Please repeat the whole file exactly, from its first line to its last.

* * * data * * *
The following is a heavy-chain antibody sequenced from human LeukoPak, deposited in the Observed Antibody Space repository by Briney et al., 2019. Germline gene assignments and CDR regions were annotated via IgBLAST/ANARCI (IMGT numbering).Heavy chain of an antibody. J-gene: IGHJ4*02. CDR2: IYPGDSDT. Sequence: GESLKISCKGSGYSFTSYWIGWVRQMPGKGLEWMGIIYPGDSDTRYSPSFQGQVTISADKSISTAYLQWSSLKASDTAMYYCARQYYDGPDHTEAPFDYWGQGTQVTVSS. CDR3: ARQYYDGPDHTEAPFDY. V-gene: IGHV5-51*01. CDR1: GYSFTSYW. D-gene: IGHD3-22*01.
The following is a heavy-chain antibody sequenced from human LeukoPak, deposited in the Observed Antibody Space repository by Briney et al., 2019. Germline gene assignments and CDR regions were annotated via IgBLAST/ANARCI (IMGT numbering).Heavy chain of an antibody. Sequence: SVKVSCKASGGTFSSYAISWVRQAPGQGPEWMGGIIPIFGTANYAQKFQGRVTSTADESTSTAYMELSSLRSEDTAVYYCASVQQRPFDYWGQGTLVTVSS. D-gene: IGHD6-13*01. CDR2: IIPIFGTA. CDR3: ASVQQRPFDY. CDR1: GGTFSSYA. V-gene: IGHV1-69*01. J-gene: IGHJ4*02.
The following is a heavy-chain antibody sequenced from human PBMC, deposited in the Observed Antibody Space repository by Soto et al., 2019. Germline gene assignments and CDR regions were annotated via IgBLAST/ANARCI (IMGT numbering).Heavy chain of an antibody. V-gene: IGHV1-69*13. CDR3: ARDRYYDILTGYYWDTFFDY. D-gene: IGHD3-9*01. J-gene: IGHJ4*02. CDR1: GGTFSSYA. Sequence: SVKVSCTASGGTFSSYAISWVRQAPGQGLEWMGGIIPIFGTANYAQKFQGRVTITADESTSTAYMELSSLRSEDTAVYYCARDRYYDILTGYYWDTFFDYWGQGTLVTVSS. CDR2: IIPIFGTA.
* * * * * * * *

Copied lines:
The following is a heavy-chain antibody sequenced from human LeukoPak, deposited in the Observed Antibody Space repository by Briney et al., 2019. Germline gene assignments and CDR regions were annotated via IgBLAST/ANARCI (IMGT numbering).Heavy chain of an antibody. J-gene: IGHJ4*02. CDR2: IYPGDSDT. Sequence: GESLKISCKGSGYSFTSYWIGWVRQMPGKGLEWMGIIYPGDSDTRYSPSFQGQVTISADKSISTAYLQWSSLKASDTAMYYCARQYYDGPDHTEAPFDYWGQGTQVTVSS. CDR3: ARQYYDGPDHTEAPFDY. V-gene: IGHV5-51*01. CDR1: GYSFTSYW. D-gene: IGHD3-22*01.
The following is a heavy-chain antibody sequenced from human LeukoPak, deposited in the Observed Antibody Space repository by Briney et al., 2019. Germline gene assignments and CDR regions were annotated via IgBLAST/ANARCI (IMGT numbering).Heavy chain of an antibody. Sequence: SVKVSCKASGGTFSSYAISWVRQAPGQGPEWMGGIIPIFGTANYAQKFQGRVTSTADESTSTAYMELSSLRSEDTAVYYCASVQQRPFDYWGQGTLVTVSS. D-gene: IGHD6-13*01. CDR2: IIPIFGTA. CDR3: ASVQQRPFDY. CDR1: GGTFSSYA. V-gene: IGHV1-69*01. J-gene: IGHJ4*02.
The following is a heavy-chain antibody sequenced from human PBMC, deposited in the Observed Antibody Space repository by Soto et al., 2019. Germline gene assignments and CDR regions were annotated via IgBLAST/ANARCI (IMGT numbering).Heavy chain of an antibody. V-gene: IGHV1-69*13. CDR3: ARDRYYDILTGYYWDTFFDY. D-gene: IGHD3-9*01. J-gene: IGHJ4*02. CDR1: GGTFSSYA. Sequence: SVKVSCTASGGTFSSYAISWVRQAPGQGLEWMGGIIPIFGTANYAQKFQGRVTITADESTSTAYMELSSLRSEDTAVYYCARDRYYDILTGYYWDTFFDYWGQGTLVTVSS. CDR2: IIPIFGTA.